“Eddie the Eagle” is a story about an underdog in every sense of the word.
The story follows Eddie Edwards (Taron Egerton) from the time he’s a little kid with dreams of going to the Olympics, through his many assorted set-backs, and all the people around him who saw only failure in his future. It also shows the moments when he got helping hands when he most needed it. This movie is about his struggle and for all his sometimes annoying flaws, Eddie is a character that you just cannot dislike.
Edwards, while maybe a somewhat good downhill skier, narrowly missed the Great Britain team for that event for the 1984 Games. To improve his chances to qualify for Calgary in 1988, he moves to Lake Placid, NY to train and enter bigger races, but he quickly finds himself short on funds. To realize his Olympic dream, he decided to switch to ski jumping for reasons of cost and easier qualification as there were no other British ski jumpers with whom to compete for a place.
He was handicapped by his weight—at about 82 kg (181 lbs), more than 9 kg (20 lbs) heavier than the next heaviest competitor — and by his lack of financial support for training as he was totally self-funded. Another problem was that he was very longsighted, requiring him to wear thick eyeglasses at all times, which sometimes fogged to such an extent that he could not see. Maybe due to all this, Eddie seems a bit dim though his spirit of wanting to be in the Olympics never dies, even as his father tells him his only choice in life is to become a plasterer such as himself.
Taron Egerton does an excellent job here and really assumes the part of Eddie. Hugh Jackman as ex-downhill skier-turned-coach Bronson Peary puts in a good performance, and manages not to overpower Eddie’s character. Eddie’s parents are also well played, his mother Janette Edwards played by Jo Hartley, gives a particularly poignant portrayal of the never-ending support of a mother. Eddie’s father, played by Keith Allen, is a bit of a caricature, but well acted. Actually, a lot of the supporting cast of characters are caricatures, especially the other ski-jumpers/coaches and the British Olympians/Olympic Committee. But to an extent that serves to emphasize the struggle for Eddie. Also, for those intent on seeing this film for Christopher Walken as Warren Sharp, he has wonderful, albeit, very small role that has impact.
While the struggle of Eddie is emphasized throughout the film, there is also a good dose of comedy thrown into the mix as well. The tone is upbeat throughout, even when Eddie has setbacks. While some of the failures are played for laughs, it’s mostly Eddie’s perseverance that makes this film endearing. It also feels like we’re laughing with Eddie rather than at him, since it seems Eddie’s in on the joke.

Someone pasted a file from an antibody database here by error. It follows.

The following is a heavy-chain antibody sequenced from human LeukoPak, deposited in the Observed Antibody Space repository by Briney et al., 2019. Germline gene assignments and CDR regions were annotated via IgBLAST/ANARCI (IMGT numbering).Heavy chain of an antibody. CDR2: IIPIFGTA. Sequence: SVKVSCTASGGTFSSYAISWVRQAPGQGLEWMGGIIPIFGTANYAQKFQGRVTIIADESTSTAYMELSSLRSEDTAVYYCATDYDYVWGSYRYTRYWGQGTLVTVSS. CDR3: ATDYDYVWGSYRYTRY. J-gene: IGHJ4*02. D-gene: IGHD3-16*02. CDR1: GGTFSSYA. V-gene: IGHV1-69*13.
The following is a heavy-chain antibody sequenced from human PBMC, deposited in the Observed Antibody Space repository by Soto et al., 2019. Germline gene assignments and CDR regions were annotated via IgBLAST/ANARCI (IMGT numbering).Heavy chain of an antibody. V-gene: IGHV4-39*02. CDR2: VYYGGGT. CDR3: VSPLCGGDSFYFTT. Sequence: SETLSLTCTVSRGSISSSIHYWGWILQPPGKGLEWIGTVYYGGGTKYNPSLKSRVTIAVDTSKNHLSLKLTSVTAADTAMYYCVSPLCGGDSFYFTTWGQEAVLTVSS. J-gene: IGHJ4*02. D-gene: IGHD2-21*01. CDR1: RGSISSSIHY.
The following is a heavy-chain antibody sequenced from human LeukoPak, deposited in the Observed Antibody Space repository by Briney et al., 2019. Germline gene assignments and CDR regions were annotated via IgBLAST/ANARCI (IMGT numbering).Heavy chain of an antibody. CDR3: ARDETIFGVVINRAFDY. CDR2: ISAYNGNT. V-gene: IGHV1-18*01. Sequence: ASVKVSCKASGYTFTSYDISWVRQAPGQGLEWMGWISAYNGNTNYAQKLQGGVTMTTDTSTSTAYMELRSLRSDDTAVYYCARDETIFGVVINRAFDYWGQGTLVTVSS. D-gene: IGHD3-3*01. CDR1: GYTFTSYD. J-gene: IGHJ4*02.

There’s not much to dislike about the film. I absolutely loved the music choices including the score and some timely 80’s song choices. Sure, I think the stakes could have been raised a bit here or there to give an even bigger emotional moment, but I can’t say the film didn’t already bring me to teary eyes at some points. And that to me, is an experience at the movies.
Random tidbit that Taron told us all: Stay tuned for the song at the end credits as the overlying song playing is actually Taron Egerton & Hugh Jackman singing together..yep..you read that right.. Taron & Hugh are singing the closing credits song. I wouldn’t have known it had he not said so.
POST Q & A WITH TARON EGERTON & DIR: DEXTER FLETCHER
Hugh Jackman was also supposed to be in attendance, but didn’t make it. Taron more than made up for it as he was nice, fun & entertaining as was Dexter Fletcher. This guy..being my breakout star of 2015.. is just as personable as I thought he would be when I first saw him in the fantastic “Kingsman:The Secret Service”.
Started off with the basics noting that since the project was greenlit till it’s release, it’s been a short 18mos. All a very fast shoot of 8 weeks in Germany at Garmisch-Partenkirchen – the same place where the real Eddie Edwards trained – also with some being done at Pinewood Studios.
Taron had a chance to meet with the real Eddie before & during filming and when he went to the very first screening of the finished film, he sat next to Eddie, which made him very nervous as it’s harder to portray someone who is still alive. At the end of the screening, Eddie was so moved by Taron’s performance and the film, he was actually crying. Taron noted what a fantastic feeling that was.
Dexter Fletcher is quite the character and entertained us thoroughly before & after the film with his banter with Taron. Both noting, as I did, that Hugh Jackman is really good in this role and a very big man! ha! Also, one-week into production they were told no actors could ski at all ~ so they got a bunch of crazy stunt guys – noting that downhill skiers really have to be a bit crazy to do this sport – who more than willing to do it. Except for Hugh, where at the end of his run, he is actually skiing. As Taron puts it “It’s sickening how good Hugh is at EVERYTHING!”
Fun note from Dexter – in real life, the Finnish skier, Matti Nykänen, actually became a male stripper, then a singer and sadly, turned to alcohol and is now known for some, shall we say, ‘colourful antics’.
Christopher Walken was cast because they had to get someone who coud make Hugh Jackman weak in the knees.. and clearly they did.
One theme that is repeated throughout the movie, is the quote from Pierre de Coubertin (father of the modern Olympics), “The important thing in the Olympic Games is not to win, but to take part; the important thing in Life is not triumph, but the struggle; the essential thing is not to have conquered but to have fought well.” It’s just a little something we all could use as a reminder at times and maybe apply to our own everyday lives.
Review Screening: Thursday, January 28, 2016 ~ Courtesy of 20th Century Fox Nationwide release: Friday, February 26, 2016